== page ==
The hard taskmasters at project 365 wanted to know whether I love the limelight or shun it.
Shun it?! I revel in it! I love my 15 minutes of fame that every 21st century citizen is entitled to in these times of media madness. I love to hog the limelight. I’m upset if I’m not the life and soul of the party. When I get the mike on the podium, I’m reluctant to let go. I’m the idiot who asks the long question at the seminar just to get the mike and the spotlight, when everyone is desperate to rush at the cocktails.
I don’t mind the spotlight for the wrong reasons either, like when performance awards are being announced the morning after a boisterous night during the review meetings, and the spotlight finds the awardee, yours truly, fast asleep, and the picture on the screen gets vociferous cheers.
But this was not always the case. I used to be the proverbial shrinking violet while in school. I died many deaths when up on stage for a debate or a minor role in a play. Even in birthday parties playing passing the parcel, I would want to sink through the carpet when I stopped the pillow and was made to stand up and recite something. The fear made me avoid parties and school events. Being a thin dark bespectacled bookworm didn’t quite add to my social confidence. My only skill was the ability to make wisecracks, often at others’ expense and this was my defense mechanism.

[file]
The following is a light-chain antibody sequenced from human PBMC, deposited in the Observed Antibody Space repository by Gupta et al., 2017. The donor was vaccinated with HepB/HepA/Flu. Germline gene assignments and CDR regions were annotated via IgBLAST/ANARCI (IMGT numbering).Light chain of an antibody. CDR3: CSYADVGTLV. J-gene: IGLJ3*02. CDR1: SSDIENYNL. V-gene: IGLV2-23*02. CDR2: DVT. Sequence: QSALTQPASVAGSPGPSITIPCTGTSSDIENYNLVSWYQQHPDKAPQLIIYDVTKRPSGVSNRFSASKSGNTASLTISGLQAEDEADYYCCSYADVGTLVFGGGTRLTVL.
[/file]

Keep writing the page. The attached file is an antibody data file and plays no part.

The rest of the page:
Then how did it all change?
In one word: – Ragging. The much reviled institution which is supposed to break sensitive souls actually made me break out of my shell.
When I discovered that the only way to avoid doing chores for seniors in the hostels was to entertain them; a standup comic was born. I literally told jokes for survival, and soon the heady sound of laughter and the social acceptance that followed became like a drug. And I could get away with insulting them under the guise of humour. What a powerful weapon to have.
But the final shreds of shyness were surgically removed in the cinema halls. We freshers were taken to shows by seniors who even paid for our tickets, in the front stalls of course, but there was a price to pay. During the innumerable songs that slowed the plot, we were made to climb the podium in front of the screen, and perform the dances along with the heroine and her backup chawannis and duanis, mimicking their gyrations, to the accompanying whistles catcalls and thrown peanuts from the hoi polloi who frequented these theaters.
Once you have gyrated your hips in sync with Rekha or Helen to general applause from the lungi clad hard nuts of North Delhi, no stage can faze you, ever again.